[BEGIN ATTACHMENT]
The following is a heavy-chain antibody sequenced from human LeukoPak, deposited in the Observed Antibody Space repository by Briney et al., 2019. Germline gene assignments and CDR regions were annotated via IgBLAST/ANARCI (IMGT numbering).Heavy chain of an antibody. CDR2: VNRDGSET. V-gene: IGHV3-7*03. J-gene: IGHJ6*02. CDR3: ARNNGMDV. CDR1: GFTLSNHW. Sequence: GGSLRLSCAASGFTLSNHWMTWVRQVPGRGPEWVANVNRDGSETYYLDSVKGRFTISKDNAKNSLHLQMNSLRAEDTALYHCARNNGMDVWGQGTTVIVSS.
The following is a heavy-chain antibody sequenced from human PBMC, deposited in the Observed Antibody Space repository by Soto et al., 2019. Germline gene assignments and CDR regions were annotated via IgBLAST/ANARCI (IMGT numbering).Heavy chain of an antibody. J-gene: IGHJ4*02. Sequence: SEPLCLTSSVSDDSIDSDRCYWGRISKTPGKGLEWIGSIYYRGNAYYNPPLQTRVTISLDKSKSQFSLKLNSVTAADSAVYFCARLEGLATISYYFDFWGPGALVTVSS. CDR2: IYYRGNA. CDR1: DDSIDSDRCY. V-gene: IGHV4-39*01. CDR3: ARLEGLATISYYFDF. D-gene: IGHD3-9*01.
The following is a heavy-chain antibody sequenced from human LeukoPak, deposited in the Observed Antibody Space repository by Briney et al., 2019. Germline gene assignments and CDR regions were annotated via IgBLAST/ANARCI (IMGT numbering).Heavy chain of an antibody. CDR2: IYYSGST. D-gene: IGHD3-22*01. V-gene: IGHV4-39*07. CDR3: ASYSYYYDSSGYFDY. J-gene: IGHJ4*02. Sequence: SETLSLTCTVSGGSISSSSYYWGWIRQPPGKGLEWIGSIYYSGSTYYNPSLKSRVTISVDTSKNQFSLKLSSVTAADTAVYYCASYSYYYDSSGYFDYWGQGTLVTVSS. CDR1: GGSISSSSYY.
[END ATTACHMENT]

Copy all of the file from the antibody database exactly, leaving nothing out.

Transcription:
The following is a heavy-chain antibody sequenced from human LeukoPak, deposited in the Observed Antibody Space repository by Briney et al., 2019. Germline gene assignments and CDR regions were annotated via IgBLAST/ANARCI (IMGT numbering).Heavy chain of an antibody. CDR2: VNRDGSET. V-gene: IGHV3-7*03. J-gene: IGHJ6*02. CDR3: ARNNGMDV. CDR1: GFTLSNHW. Sequence: GGSLRLSCAASGFTLSNHWMTWVRQVPGRGPEWVANVNRDGSETYYLDSVKGRFTISKDNAKNSLHLQMNSLRAEDTALYHCARNNGMDVWGQGTTVIVSS.
The following is a heavy-chain antibody sequenced from human PBMC, deposited in the Observed Antibody Space repository by Soto et al., 2019. Germline gene assignments and CDR regions were annotated via IgBLAST/ANARCI (IMGT numbering).Heavy chain of an antibody. J-gene: IGHJ4*02. Sequence: SEPLCLTSSVSDDSIDSDRCYWGRISKTPGKGLEWIGSIYYRGNAYYNPPLQTRVTISLDKSKSQFSLKLNSVTAADSAVYFCARLEGLATISYYFDFWGPGALVTVSS. CDR2: IYYRGNA. CDR1: DDSIDSDRCY. V-gene: IGHV4-39*01. CDR3: ARLEGLATISYYFDF. D-gene: IGHD3-9*01.
The following is a heavy-chain antibody sequenced from human LeukoPak, deposited in the Observed Antibody Space repository by Briney et al., 2019. Germline gene assignments and CDR regions were annotated via IgBLAST/ANARCI (IMGT numbering).Heavy chain of an antibody. CDR2: IYYSGST. D-gene: IGHD3-22*01. V-gene: IGHV4-39*07. CDR3: ASYSYYYDSSGYFDY. J-gene: IGHJ4*02. Sequence: SETLSLTCTVSGGSISSSSYYWGWIRQPPGKGLEWIGSIYYSGSTYYNPSLKSRVTISVDTSKNQFSLKLSSVTAADTAVYYCASYSYYYDSSGYFDYWGQGTLVTVSS. CDR1: GGSISSSSYY.